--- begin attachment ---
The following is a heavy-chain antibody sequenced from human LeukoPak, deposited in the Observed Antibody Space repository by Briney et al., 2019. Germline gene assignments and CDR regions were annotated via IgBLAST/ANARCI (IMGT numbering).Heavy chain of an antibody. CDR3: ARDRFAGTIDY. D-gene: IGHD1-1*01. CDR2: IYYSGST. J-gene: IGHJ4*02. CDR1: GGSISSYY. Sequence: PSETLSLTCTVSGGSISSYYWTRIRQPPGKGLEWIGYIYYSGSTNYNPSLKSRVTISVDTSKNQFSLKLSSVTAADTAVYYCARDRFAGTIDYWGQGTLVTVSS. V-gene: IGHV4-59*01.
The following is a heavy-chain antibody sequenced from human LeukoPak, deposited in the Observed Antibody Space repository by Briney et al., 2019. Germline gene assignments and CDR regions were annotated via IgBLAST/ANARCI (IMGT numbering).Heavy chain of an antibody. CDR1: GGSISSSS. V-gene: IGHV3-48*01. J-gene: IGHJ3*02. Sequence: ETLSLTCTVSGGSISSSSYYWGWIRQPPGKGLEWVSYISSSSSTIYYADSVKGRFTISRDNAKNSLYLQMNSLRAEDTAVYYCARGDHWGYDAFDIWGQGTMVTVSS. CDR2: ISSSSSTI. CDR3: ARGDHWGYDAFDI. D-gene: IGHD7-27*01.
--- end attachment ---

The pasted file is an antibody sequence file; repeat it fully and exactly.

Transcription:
The following is a heavy-chain antibody sequenced from human LeukoPak, deposited in the Observed Antibody Space repository by Briney et al., 2019. Germline gene assignments and CDR regions were annotated via IgBLAST/ANARCI (IMGT numbering).Heavy chain of an antibody. CDR3: ARDRFAGTIDY. D-gene: IGHD1-1*01. CDR2: IYYSGST. J-gene: IGHJ4*02. CDR1: GGSISSYY. Sequence: PSETLSLTCTVSGGSISSYYWTRIRQPPGKGLEWIGYIYYSGSTNYNPSLKSRVTISVDTSKNQFSLKLSSVTAADTAVYYCARDRFAGTIDYWGQGTLVTVSS. V-gene: IGHV4-59*01.
The following is a heavy-chain antibody sequenced from human LeukoPak, deposited in the Observed Antibody Space repository by Briney et al., 2019. Germline gene assignments and CDR regions were annotated via IgBLAST/ANARCI (IMGT numbering).Heavy chain of an antibody. CDR1: GGSISSSS. V-gene: IGHV3-48*01. J-gene: IGHJ3*02. Sequence: ETLSLTCTVSGGSISSSSYYWGWIRQPPGKGLEWVSYISSSSSTIYYADSVKGRFTISRDNAKNSLYLQMNSLRAEDTAVYYCARGDHWGYDAFDIWGQGTMVTVSS. CDR2: ISSSSSTI. CDR3: ARGDHWGYDAFDI. D-gene: IGHD7-27*01.